Hiqa service review: how much do we care?
Outrage over failures is pointless unless society is prepared to fund better services
The quality of State care for the elderly and for vulnerable children says a great deal about the values that inform a society. Deliberate neglect and under-funding for these services have been long-term features of government behaviour here. When it comes to allocating scarce resources, demands for tax cuts and public service pay increases take political precedence over the needs of marginalised and disadvantaged citizens. The latest report by the Health Information and Quality Authority (Hiqa) considers the ground that has to be made up.
Chief amongst Hiqa recommendations is the need for accountability at all levels of an organisation when things go wrong. Nursing homes and residential services for persons with disabilities, along with child-protection and foster-care services should, it suggests, be answerable to both service users and service funders. As in any business, good governance and management go hand-in-hand with the provision of services that respond to the needs of residents and support their rights.
In the disability sector, Hiqa found a significant number of people were experiencing “a quality of life that is well below that which would be expected for citizens in 21st century Ireland” while, in nursing homes, outdated buildings impacted on the privacy and dignity of residents and “their right to be safe while in long-term residential care”. Within children’s services, one-in-five young people with assessed needs had not been allocated a social worker last year.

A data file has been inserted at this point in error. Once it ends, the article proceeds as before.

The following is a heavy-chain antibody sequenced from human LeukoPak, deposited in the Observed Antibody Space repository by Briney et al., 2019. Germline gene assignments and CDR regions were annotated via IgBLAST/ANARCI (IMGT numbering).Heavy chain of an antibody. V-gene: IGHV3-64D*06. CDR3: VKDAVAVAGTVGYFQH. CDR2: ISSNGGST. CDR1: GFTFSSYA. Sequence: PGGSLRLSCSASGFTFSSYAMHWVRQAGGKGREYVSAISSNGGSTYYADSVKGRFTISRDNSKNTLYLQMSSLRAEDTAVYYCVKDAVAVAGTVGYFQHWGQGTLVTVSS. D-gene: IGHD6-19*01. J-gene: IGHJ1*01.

Expressing outrage over predictable failures is pointless unless society is prepared to fund better services. The closure of 4,000 State-run nursing home beds, rather than refurbish the buildings, has been mooted. That bears an uncanny resemblance to the State’s abandonment of social housing provision and its unwise reliance on the private sector. Ireland ranks amongst the most socially unjust states in the developed world because of inadequate childhood services and generational inequality. A considerable increase in Exchequer funding will be required to change this.